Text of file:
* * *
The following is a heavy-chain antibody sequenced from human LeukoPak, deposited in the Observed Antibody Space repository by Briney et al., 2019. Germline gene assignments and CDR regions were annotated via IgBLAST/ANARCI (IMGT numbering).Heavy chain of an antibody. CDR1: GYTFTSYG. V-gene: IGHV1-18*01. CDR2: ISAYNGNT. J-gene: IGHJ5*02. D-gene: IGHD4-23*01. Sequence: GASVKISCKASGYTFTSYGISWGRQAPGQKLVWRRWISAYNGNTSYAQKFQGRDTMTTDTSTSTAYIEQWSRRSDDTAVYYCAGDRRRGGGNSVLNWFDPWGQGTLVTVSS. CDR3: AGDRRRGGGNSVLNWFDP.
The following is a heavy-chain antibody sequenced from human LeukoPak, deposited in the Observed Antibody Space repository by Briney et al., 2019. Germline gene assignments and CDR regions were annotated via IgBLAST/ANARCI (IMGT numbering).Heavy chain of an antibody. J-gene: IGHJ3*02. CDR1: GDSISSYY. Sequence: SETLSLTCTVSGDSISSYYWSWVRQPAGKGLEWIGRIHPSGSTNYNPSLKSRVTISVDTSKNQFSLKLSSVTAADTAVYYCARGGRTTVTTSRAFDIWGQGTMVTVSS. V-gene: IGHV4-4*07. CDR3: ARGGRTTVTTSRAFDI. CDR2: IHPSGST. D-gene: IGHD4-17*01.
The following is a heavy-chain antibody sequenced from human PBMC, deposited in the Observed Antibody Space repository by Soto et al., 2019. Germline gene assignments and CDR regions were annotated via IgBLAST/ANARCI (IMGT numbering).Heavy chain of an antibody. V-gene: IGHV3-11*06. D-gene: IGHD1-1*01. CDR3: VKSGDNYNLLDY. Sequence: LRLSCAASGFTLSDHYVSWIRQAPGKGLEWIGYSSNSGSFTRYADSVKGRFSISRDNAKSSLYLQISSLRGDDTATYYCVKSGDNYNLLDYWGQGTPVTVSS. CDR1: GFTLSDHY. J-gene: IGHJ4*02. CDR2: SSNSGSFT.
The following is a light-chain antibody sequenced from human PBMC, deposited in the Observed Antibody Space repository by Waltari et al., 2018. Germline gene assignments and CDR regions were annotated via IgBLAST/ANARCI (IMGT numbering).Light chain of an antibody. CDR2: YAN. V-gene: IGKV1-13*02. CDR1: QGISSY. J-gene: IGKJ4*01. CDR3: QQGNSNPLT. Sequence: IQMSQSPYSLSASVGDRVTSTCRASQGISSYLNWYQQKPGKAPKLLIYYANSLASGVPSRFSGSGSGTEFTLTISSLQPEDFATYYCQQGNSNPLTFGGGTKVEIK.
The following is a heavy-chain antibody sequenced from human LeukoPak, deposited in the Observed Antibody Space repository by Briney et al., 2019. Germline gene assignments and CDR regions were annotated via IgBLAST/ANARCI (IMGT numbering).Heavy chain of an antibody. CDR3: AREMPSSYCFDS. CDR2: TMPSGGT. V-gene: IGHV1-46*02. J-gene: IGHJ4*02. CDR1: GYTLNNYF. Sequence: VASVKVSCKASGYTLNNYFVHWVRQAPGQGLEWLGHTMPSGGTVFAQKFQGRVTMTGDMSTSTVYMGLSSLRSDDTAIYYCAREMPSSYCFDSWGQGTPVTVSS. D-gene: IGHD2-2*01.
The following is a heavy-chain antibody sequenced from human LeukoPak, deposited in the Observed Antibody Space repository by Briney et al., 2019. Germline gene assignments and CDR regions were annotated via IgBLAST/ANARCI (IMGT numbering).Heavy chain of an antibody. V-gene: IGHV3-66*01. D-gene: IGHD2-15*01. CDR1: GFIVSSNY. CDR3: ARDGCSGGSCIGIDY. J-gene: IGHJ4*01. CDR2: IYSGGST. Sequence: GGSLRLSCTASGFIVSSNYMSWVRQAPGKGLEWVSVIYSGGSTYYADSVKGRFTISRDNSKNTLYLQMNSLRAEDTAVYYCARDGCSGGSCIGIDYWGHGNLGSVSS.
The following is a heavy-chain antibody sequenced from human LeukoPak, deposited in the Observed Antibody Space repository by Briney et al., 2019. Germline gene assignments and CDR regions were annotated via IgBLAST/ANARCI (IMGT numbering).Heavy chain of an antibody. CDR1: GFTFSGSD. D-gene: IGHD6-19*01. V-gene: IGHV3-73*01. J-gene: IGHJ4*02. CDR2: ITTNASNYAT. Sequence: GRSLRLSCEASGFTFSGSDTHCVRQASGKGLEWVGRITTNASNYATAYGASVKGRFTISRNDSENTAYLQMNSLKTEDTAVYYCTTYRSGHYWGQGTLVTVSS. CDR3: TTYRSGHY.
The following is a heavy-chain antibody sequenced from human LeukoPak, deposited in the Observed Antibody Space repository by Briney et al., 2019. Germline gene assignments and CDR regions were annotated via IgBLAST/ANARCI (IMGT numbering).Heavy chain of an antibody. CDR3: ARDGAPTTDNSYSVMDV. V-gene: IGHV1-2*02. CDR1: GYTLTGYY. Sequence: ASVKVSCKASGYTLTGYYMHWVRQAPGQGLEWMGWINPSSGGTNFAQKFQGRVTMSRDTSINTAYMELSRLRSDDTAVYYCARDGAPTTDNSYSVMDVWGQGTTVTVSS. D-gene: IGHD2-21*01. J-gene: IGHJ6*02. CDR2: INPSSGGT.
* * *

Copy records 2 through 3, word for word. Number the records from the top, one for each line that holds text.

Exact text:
The following is a heavy-chain antibody sequenced from human LeukoPak, deposited in the Observed Antibody Space repository by Briney et al., 2019. Germline gene assignments and CDR regions were annotated via IgBLAST/ANARCI (IMGT numbering).Heavy chain of an antibody. J-gene: IGHJ3*02. CDR1: GDSISSYY. Sequence: SETLSLTCTVSGDSISSYYWSWVRQPAGKGLEWIGRIHPSGSTNYNPSLKSRVTISVDTSKNQFSLKLSSVTAADTAVYYCARGGRTTVTTSRAFDIWGQGTMVTVSS. V-gene: IGHV4-4*07. CDR3: ARGGRTTVTTSRAFDI. CDR2: IHPSGST. D-gene: IGHD4-17*01.
The following is a heavy-chain antibody sequenced from human PBMC, deposited in the Observed Antibody Space repository by Soto et al., 2019. Germline gene assignments and CDR regions were annotated via IgBLAST/ANARCI (IMGT numbering).Heavy chain of an antibody. V-gene: IGHV3-11*06. D-gene: IGHD1-1*01. CDR3: VKSGDNYNLLDY. Sequence: LRLSCAASGFTLSDHYVSWIRQAPGKGLEWIGYSSNSGSFTRYADSVKGRFSISRDNAKSSLYLQISSLRGDDTATYYCVKSGDNYNLLDYWGQGTPVTVSS. CDR1: GFTLSDHY. J-gene: IGHJ4*02. CDR2: SSNSGSFT.